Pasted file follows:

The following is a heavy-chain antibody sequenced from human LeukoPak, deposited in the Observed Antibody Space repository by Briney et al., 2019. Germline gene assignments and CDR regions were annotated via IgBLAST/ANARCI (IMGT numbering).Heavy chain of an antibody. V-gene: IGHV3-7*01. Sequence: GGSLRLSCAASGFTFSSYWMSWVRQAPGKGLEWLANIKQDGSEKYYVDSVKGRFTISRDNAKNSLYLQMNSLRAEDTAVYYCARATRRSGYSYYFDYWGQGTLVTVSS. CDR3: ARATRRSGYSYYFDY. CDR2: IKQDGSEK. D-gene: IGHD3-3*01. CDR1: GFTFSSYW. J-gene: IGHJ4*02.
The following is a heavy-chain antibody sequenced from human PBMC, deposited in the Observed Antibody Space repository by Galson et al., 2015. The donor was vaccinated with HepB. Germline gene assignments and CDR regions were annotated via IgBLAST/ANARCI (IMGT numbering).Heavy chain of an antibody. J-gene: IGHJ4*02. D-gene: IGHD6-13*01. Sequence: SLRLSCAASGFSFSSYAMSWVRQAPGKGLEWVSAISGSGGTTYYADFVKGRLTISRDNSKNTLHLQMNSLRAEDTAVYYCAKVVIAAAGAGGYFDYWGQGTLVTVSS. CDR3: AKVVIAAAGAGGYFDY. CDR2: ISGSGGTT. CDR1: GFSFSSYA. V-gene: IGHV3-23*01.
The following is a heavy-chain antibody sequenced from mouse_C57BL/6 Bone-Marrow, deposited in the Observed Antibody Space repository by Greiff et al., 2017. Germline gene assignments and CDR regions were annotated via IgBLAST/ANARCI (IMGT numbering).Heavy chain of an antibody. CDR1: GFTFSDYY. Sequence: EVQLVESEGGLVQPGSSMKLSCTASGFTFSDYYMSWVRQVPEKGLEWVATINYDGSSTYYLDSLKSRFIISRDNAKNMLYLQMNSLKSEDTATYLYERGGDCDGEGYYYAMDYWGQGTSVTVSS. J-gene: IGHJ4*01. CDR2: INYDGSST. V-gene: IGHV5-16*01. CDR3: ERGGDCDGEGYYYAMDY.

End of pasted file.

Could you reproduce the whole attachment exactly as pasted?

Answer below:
The following is a heavy-chain antibody sequenced from human LeukoPak, deposited in the Observed Antibody Space repository by Briney et al., 2019. Germline gene assignments and CDR regions were annotated via IgBLAST/ANARCI (IMGT numbering).Heavy chain of an antibody. V-gene: IGHV3-7*01. Sequence: GGSLRLSCAASGFTFSSYWMSWVRQAPGKGLEWLANIKQDGSEKYYVDSVKGRFTISRDNAKNSLYLQMNSLRAEDTAVYYCARATRRSGYSYYFDYWGQGTLVTVSS. CDR3: ARATRRSGYSYYFDY. CDR2: IKQDGSEK. D-gene: IGHD3-3*01. CDR1: GFTFSSYW. J-gene: IGHJ4*02.
The following is a heavy-chain antibody sequenced from human PBMC, deposited in the Observed Antibody Space repository by Galson et al., 2015. The donor was vaccinated with HepB. Germline gene assignments and CDR regions were annotated via IgBLAST/ANARCI (IMGT numbering).Heavy chain of an antibody. J-gene: IGHJ4*02. D-gene: IGHD6-13*01. Sequence: SLRLSCAASGFSFSSYAMSWVRQAPGKGLEWVSAISGSGGTTYYADFVKGRLTISRDNSKNTLHLQMNSLRAEDTAVYYCAKVVIAAAGAGGYFDYWGQGTLVTVSS. CDR3: AKVVIAAAGAGGYFDY. CDR2: ISGSGGTT. CDR1: GFSFSSYA. V-gene: IGHV3-23*01.
The following is a heavy-chain antibody sequenced from mouse_C57BL/6 Bone-Marrow, deposited in the Observed Antibody Space repository by Greiff et al., 2017. Germline gene assignments and CDR regions were annotated via IgBLAST/ANARCI (IMGT numbering).Heavy chain of an antibody. CDR1: GFTFSDYY. Sequence: EVQLVESEGGLVQPGSSMKLSCTASGFTFSDYYMSWVRQVPEKGLEWVATINYDGSSTYYLDSLKSRFIISRDNAKNMLYLQMNSLKSEDTATYLYERGGDCDGEGYYYAMDYWGQGTSVTVSS. J-gene: IGHJ4*01. CDR2: INYDGSST. V-gene: IGHV5-16*01. CDR3: ERGGDCDGEGYYYAMDY.